19. Just to say that Iraq’s fears are not without reason. Saud al-Faisal’s idea of arming the rebels recalls the similar plan to arm the Afghan opposition, in in the 1980s, which led to a Soviet withdrawal but also created a long-term security nightmare in the form of al-Qaeda.

    what sunk afghanistan wasn’t because it was flooded with weapons. (the US did offer a weapons buy-back program, did they not? i’m sure impoverished afghans didn’t pass up a chance for a quick buck.) it was because after the soviets left, the US abandoned the country which caused it to descend into a failed state status. the US and the gulf states should have done more to support development instead of abandoning the country.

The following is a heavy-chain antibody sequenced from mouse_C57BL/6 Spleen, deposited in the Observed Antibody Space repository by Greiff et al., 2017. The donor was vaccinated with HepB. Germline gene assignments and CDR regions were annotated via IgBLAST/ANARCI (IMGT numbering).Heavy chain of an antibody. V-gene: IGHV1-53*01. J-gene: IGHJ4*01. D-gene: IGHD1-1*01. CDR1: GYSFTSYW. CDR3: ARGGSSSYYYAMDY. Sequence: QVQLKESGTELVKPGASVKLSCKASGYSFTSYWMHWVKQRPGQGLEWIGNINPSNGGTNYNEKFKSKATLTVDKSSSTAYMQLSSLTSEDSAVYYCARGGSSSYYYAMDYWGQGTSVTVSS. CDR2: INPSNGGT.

20. prof. i just remember this story from mid march. the US accused iraq of allowing weapons coming from iran and going to syria.

    State Department spokeswoman Victoria Nuland says Iranian arms exports are banned by a U.N. Security Council resolution. She says Iranian cargo flights are crossing Iraq and that the U.S. is concerned about possible weapons shipments.

    She told reporters: “Any arms sent to the Syrian regime at this time would obviously be used in the brutal repression that the regime is exacting on its own people.”

    another account here.

    so, the iraq policy is weapons for the regime but not for the rebels!